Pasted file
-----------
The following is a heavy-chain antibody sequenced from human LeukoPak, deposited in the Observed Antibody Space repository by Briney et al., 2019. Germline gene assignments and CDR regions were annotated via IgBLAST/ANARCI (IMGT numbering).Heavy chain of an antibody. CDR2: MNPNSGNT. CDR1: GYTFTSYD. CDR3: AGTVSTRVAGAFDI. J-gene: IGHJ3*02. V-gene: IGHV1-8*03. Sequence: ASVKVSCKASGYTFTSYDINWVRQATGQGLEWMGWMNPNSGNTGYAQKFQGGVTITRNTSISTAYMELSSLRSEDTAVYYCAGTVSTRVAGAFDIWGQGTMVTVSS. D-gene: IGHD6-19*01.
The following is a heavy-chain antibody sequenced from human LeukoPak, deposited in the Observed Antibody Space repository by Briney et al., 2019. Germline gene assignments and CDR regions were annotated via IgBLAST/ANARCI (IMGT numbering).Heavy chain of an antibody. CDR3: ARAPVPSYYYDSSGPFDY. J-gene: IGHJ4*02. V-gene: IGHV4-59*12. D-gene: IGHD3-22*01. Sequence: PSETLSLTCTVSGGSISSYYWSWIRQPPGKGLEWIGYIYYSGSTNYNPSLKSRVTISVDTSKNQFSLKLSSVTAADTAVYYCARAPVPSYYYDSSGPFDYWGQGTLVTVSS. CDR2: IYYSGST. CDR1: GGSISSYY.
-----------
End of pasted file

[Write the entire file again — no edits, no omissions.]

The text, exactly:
The following is a heavy-chain antibody sequenced from human LeukoPak, deposited in the Observed Antibody Space repository by Briney et al., 2019. Germline gene assignments and CDR regions were annotated via IgBLAST/ANARCI (IMGT numbering).Heavy chain of an antibody. CDR2: MNPNSGNT. CDR1: GYTFTSYD. CDR3: AGTVSTRVAGAFDI. J-gene: IGHJ3*02. V-gene: IGHV1-8*03. Sequence: ASVKVSCKASGYTFTSYDINWVRQATGQGLEWMGWMNPNSGNTGYAQKFQGGVTITRNTSISTAYMELSSLRSEDTAVYYCAGTVSTRVAGAFDIWGQGTMVTVSS. D-gene: IGHD6-19*01.
The following is a heavy-chain antibody sequenced from human LeukoPak, deposited in the Observed Antibody Space repository by Briney et al., 2019. Germline gene assignments and CDR regions were annotated via IgBLAST/ANARCI (IMGT numbering).Heavy chain of an antibody. CDR3: ARAPVPSYYYDSSGPFDY. J-gene: IGHJ4*02. V-gene: IGHV4-59*12. D-gene: IGHD3-22*01. Sequence: PSETLSLTCTVSGGSISSYYWSWIRQPPGKGLEWIGYIYYSGSTNYNPSLKSRVTISVDTSKNQFSLKLSSVTAADTAVYYCARAPVPSYYYDSSGPFDYWGQGTLVTVSS. CDR2: IYYSGST. CDR1: GGSISSYY.